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Technology > Investment Platforms > Turnkey Asset Management

‘In The Future, We Will Have Robo-Advice on Steroids’: Deloitte

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The market for robo-advice is poised to explode, according to a new Deloitte forecast.

The consultancy predicts robo-advice could grow to be a $5 trillion to $7 trillion segment by 2025 in the United States, representing 10% to 15% of U.S. retail assets under management.

And Deloitte says this estimation could be conservative.

This is massive compared to today. Deloitte’s research shows that robo-advice now accounts for less than $100 billion of the $32 trillion U.S. retail assets under management.

Deloitte predicts that in 2025 there will be $51 trillion retail AUM in the U.S., and 10%-14% of that will belong to robo-advice.

Deloitte comes at this estimation through two different routes.

First, it started by looking at some of the numbers from its recent research report, “The Future of Wealth in the United States,” which forecast the changes in generational wealth over the near term.

Because robo-advice has a special appeal to a new generation of investors, including Generations X and Y, Deloitte looked at these two generations.

According to its research, Gen X and Gen Y will account for one-third of all U.S. retail assets under management within 10 years.

“If you assume 20% to 30% penetration rates for robo-advice, you get to $5 to $7 trillion,” the report concludes.

Next, Deloitte looked at it another way, in wealth tiers.

“We believe that robo-advice will appeal to mass affluent retail investors (with assets between $100,000 and $800,000), as well as mass-market retail investors with assets less than $100,000 who cannot afford the services of a traditional advisor,” the report says. “Many affluent investors may also want to invest a slice of their portfolio in robo-advice.”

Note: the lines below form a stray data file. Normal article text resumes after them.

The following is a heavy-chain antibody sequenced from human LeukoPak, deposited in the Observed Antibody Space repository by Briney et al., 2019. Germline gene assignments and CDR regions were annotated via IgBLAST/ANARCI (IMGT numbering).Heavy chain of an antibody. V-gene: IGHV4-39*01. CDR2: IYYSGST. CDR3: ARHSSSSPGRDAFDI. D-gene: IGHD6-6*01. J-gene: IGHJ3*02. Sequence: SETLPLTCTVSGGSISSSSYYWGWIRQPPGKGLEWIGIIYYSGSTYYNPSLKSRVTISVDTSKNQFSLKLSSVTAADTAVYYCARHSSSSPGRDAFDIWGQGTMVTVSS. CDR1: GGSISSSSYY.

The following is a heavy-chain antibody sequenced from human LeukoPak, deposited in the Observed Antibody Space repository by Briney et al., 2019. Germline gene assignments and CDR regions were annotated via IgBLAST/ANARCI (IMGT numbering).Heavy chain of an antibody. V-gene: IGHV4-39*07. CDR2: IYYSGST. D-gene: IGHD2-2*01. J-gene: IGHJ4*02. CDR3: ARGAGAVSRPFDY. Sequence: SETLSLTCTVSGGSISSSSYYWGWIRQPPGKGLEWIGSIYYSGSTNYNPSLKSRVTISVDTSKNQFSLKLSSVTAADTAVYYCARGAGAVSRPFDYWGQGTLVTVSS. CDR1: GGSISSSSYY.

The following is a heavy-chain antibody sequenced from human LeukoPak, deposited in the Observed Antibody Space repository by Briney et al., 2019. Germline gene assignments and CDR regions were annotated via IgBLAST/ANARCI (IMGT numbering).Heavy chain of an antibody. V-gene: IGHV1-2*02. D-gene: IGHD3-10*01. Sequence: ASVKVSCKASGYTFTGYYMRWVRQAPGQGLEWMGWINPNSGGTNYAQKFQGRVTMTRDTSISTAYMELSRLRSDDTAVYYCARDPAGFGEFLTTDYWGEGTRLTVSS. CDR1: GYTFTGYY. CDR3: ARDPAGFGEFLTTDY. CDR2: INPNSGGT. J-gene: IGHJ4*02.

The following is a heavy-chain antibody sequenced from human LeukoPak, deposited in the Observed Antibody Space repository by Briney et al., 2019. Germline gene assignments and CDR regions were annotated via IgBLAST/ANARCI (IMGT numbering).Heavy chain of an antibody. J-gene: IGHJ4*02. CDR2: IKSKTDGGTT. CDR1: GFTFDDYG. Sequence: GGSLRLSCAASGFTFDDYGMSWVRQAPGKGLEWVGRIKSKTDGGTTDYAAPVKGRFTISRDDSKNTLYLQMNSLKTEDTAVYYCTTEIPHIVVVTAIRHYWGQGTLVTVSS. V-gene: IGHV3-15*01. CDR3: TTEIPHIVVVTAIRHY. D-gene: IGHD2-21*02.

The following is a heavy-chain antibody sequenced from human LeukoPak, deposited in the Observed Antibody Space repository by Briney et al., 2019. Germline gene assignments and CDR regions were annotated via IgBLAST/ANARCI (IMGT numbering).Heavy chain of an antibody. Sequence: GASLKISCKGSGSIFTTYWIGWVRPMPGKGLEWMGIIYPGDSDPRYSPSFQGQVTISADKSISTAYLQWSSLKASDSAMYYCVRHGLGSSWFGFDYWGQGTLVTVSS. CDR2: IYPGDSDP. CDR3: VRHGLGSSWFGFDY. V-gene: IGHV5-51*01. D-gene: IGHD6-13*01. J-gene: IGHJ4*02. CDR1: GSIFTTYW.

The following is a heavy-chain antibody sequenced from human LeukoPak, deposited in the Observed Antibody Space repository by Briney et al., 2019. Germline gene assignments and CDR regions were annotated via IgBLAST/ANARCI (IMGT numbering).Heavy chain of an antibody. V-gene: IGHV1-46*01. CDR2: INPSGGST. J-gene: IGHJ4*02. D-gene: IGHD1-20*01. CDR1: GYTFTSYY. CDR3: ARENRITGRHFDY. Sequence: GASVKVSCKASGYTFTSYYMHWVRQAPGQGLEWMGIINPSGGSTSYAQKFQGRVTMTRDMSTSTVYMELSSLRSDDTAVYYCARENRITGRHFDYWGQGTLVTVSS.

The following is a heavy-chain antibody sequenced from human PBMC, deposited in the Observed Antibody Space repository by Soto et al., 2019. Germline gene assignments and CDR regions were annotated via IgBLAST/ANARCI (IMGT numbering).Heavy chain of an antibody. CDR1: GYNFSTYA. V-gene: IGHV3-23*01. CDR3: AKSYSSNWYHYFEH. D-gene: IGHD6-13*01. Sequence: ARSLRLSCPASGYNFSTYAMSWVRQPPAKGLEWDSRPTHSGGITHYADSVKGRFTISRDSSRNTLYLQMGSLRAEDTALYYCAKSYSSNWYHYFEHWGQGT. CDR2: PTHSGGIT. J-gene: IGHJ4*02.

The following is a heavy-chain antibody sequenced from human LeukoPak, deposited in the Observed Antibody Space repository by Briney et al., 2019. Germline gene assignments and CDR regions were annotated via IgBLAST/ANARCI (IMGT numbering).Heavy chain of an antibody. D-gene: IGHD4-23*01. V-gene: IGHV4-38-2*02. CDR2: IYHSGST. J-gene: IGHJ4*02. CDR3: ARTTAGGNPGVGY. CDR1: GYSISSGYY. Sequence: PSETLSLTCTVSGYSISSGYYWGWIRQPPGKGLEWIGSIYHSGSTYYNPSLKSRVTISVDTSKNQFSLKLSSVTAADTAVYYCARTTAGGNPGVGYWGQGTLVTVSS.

Conservative assumptions in terms of robo penetration rates across these wealth segments brought Deloitte to the same estimation.

Deloitte also predicts exponential growth in the robo-advice segment based on its study of disruptive innovation, in collaboration with Singularity University, across multiple industries.

Today, robo-advice is barely advice, as Gauthier Vincent, Deloitte’s U.S. wealth management leader, a principal with Deloitte Consulting LLP and an author of the report, writes in the introduction.

Right now robo-advice is “limited to portfolio allocation and some investment recommendations,” Vincent writes in the report.

“Our prediction: In the future, we will have robo-advice on steroids — broader, more holistic advice powered by advanced analytics,” Vincent writes in the report. “Just think of the implications, as it could lead to a new world where tech companies own customers and deliver robo-advice (owning the front office functions), while traditional wealth management firms execute the trades (owning the middle- and back-office functions).”

The report anticipates advanced analytics being an “exponential” catalyst in all this.

Deloitte imagines the effect advanced analytics will have on robo-advice – from predictive analytics that establishes data-driven guidance for decisions in the midst of uncertainty, to algorithmic analytics that track digital activity and adjust responses in real time, and cognitive analytics that mimic the human brain through self-learning systems and use data mining, pattern recognition and natural language processing.

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